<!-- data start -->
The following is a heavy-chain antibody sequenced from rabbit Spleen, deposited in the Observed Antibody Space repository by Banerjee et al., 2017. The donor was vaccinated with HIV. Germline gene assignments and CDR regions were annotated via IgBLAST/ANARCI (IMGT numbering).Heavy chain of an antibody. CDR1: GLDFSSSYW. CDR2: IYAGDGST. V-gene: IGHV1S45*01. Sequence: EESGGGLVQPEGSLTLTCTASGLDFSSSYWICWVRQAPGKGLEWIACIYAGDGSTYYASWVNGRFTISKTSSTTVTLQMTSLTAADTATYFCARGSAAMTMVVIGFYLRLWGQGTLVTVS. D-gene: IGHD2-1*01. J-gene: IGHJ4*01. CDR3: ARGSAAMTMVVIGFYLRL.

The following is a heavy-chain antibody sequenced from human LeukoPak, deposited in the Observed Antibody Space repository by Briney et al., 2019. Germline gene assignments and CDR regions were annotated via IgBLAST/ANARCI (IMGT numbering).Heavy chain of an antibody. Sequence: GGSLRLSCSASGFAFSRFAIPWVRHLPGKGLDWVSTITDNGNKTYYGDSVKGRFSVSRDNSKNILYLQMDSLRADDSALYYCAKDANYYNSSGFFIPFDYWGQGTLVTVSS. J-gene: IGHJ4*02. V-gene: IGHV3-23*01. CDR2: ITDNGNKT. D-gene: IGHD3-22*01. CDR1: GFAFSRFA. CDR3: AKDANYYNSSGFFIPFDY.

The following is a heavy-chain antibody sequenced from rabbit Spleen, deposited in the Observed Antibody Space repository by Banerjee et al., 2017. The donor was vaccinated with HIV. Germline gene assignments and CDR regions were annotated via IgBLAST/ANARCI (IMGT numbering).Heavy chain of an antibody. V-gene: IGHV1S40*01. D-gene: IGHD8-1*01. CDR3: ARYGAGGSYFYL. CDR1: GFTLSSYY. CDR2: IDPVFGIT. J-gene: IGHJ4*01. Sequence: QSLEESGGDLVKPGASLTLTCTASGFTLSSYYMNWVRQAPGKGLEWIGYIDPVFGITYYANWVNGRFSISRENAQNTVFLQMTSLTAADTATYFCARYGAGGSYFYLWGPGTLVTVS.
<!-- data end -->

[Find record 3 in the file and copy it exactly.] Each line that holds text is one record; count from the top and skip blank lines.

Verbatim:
The following is a heavy-chain antibody sequenced from rabbit Spleen, deposited in the Observed Antibody Space repository by Banerjee et al., 2017. The donor was vaccinated with HIV. Germline gene assignments and CDR regions were annotated via IgBLAST/ANARCI (IMGT numbering).Heavy chain of an antibody. V-gene: IGHV1S40*01. D-gene: IGHD8-1*01. CDR3: ARYGAGGSYFYL. CDR1: GFTLSSYY. CDR2: IDPVFGIT. J-gene: IGHJ4*01. Sequence: QSLEESGGDLVKPGASLTLTCTASGFTLSSYYMNWVRQAPGKGLEWIGYIDPVFGITYYANWVNGRFSISRENAQNTVFLQMTSLTAADTATYFCARYGAGGSYFYLWGPGTLVTVS.